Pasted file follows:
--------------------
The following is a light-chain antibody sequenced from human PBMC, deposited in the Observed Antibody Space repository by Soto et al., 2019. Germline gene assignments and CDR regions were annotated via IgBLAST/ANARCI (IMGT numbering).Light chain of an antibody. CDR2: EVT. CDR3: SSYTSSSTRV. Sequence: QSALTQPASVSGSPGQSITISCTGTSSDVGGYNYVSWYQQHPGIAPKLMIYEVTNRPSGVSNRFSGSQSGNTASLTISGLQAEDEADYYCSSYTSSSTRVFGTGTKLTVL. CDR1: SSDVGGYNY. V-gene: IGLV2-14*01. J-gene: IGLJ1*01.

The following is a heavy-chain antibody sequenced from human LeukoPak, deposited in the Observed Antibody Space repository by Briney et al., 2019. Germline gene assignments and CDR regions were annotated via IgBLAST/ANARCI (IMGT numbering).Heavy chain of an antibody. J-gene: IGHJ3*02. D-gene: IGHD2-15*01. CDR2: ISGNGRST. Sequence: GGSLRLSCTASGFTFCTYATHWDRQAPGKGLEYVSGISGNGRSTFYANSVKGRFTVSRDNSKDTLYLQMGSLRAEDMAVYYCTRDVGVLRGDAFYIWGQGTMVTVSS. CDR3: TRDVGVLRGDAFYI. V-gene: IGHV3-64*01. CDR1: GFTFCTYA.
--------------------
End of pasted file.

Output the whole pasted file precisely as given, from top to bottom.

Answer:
The following is a light-chain antibody sequenced from human PBMC, deposited in the Observed Antibody Space repository by Soto et al., 2019. Germline gene assignments and CDR regions were annotated via IgBLAST/ANARCI (IMGT numbering).Light chain of an antibody. CDR2: EVT. CDR3: SSYTSSSTRV. Sequence: QSALTQPASVSGSPGQSITISCTGTSSDVGGYNYVSWYQQHPGIAPKLMIYEVTNRPSGVSNRFSGSQSGNTASLTISGLQAEDEADYYCSSYTSSSTRVFGTGTKLTVL. CDR1: SSDVGGYNY. V-gene: IGLV2-14*01. J-gene: IGLJ1*01.

The following is a heavy-chain antibody sequenced from human LeukoPak, deposited in the Observed Antibody Space repository by Briney et al., 2019. Germline gene assignments and CDR regions were annotated via IgBLAST/ANARCI (IMGT numbering).Heavy chain of an antibody. J-gene: IGHJ3*02. D-gene: IGHD2-15*01. CDR2: ISGNGRST. Sequence: GGSLRLSCTASGFTFCTYATHWDRQAPGKGLEYVSGISGNGRSTFYANSVKGRFTVSRDNSKDTLYLQMGSLRAEDMAVYYCTRDVGVLRGDAFYIWGQGTMVTVSS. CDR3: TRDVGVLRGDAFYI. V-gene: IGHV3-64*01. CDR1: GFTFCTYA.